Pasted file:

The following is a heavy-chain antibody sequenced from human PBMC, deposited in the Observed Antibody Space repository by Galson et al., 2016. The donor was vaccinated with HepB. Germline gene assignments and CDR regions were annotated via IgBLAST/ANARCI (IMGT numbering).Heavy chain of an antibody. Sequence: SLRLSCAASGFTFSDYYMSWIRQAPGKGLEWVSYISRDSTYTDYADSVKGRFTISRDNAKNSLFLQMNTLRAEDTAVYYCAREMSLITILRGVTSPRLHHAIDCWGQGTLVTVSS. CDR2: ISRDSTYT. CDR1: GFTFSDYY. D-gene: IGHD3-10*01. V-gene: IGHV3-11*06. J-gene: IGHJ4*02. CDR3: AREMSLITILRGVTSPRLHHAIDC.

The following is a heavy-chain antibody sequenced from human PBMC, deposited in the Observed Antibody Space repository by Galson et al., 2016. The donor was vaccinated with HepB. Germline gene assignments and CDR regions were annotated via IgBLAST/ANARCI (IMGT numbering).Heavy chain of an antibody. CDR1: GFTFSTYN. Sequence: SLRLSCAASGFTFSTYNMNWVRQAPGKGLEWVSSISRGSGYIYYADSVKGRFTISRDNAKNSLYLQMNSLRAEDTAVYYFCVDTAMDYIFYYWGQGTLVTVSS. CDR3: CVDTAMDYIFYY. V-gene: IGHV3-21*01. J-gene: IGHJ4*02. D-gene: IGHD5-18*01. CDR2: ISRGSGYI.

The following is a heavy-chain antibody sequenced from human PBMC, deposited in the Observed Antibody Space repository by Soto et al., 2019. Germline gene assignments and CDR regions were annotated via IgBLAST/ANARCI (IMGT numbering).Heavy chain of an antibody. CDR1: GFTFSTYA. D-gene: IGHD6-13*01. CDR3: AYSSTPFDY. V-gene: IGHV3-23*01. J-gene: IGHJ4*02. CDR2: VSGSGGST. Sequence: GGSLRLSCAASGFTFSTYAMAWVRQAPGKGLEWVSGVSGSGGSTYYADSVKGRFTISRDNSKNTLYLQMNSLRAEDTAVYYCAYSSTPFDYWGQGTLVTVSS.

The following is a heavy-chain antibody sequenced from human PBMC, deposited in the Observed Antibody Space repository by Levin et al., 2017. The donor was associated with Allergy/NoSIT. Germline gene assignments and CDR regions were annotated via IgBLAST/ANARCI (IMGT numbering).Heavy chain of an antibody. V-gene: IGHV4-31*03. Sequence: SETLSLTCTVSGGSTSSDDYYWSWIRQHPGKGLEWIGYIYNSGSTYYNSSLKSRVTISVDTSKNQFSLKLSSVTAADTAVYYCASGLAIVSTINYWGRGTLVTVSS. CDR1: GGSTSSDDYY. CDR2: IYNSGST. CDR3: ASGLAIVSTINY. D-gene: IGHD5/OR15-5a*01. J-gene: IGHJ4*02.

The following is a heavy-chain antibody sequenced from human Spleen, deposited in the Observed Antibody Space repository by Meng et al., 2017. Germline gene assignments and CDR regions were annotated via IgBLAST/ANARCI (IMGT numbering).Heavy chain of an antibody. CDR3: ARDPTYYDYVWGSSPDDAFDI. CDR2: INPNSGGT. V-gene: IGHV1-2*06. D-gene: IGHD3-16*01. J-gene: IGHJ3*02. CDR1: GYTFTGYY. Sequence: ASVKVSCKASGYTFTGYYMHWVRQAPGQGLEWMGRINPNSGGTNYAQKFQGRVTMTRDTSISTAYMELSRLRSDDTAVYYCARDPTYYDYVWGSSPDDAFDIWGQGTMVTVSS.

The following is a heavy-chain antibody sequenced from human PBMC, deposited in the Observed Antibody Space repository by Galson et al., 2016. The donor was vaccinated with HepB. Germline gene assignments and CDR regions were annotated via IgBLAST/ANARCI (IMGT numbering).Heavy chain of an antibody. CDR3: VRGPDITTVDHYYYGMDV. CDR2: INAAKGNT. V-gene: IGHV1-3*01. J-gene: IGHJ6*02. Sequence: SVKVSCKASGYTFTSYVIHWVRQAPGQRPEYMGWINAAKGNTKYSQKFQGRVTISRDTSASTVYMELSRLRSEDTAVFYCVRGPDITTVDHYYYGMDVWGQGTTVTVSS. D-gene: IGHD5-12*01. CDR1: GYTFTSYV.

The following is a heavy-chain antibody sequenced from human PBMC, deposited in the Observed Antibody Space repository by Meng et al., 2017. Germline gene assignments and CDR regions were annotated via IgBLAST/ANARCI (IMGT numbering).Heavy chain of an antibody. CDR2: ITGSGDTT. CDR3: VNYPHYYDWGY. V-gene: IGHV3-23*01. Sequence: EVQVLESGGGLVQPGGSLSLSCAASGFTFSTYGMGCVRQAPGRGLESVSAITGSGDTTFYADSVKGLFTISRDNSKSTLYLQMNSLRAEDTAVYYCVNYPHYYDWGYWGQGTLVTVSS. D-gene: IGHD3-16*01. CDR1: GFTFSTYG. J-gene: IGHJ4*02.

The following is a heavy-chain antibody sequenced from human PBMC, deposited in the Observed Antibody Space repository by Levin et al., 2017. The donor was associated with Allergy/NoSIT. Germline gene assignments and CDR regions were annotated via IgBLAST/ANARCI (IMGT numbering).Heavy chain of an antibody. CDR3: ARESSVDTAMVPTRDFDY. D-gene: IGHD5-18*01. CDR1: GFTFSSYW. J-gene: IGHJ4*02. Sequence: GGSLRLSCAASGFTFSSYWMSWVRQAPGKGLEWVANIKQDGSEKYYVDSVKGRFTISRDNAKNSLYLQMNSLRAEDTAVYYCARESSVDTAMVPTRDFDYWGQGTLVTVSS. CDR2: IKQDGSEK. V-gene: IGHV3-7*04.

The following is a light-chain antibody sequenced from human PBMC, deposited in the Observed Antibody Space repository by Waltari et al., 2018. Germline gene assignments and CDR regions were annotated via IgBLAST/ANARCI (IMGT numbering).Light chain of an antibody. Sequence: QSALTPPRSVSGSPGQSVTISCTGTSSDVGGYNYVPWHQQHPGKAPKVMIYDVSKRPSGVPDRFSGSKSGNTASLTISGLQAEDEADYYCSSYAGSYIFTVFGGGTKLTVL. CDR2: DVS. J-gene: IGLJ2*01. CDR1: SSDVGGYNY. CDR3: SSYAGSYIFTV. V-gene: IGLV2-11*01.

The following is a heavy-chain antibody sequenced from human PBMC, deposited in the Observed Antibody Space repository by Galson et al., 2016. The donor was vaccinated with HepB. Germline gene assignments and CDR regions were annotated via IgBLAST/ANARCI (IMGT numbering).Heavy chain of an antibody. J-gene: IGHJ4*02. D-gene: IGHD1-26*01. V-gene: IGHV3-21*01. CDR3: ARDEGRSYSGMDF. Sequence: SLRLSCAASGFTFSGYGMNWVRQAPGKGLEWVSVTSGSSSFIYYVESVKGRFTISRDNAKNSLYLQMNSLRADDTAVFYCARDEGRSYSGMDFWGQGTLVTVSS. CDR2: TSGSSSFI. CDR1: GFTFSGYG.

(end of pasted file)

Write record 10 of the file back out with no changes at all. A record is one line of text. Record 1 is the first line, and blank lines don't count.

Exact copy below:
The following is a heavy-chain antibody sequenced from human PBMC, deposited in the Observed Antibody Space repository by Galson et al., 2016. The donor was vaccinated with HepB. Germline gene assignments and CDR regions were annotated via IgBLAST/ANARCI (IMGT numbering).Heavy chain of an antibody. J-gene: IGHJ4*02. D-gene: IGHD1-26*01. V-gene: IGHV3-21*01. CDR3: ARDEGRSYSGMDF. Sequence: SLRLSCAASGFTFSGYGMNWVRQAPGKGLEWVSVTSGSSSFIYYVESVKGRFTISRDNAKNSLYLQMNSLRADDTAVFYCARDEGRSYSGMDFWGQGTLVTVSS. CDR2: TSGSSSFI. CDR1: GFTFSGYG.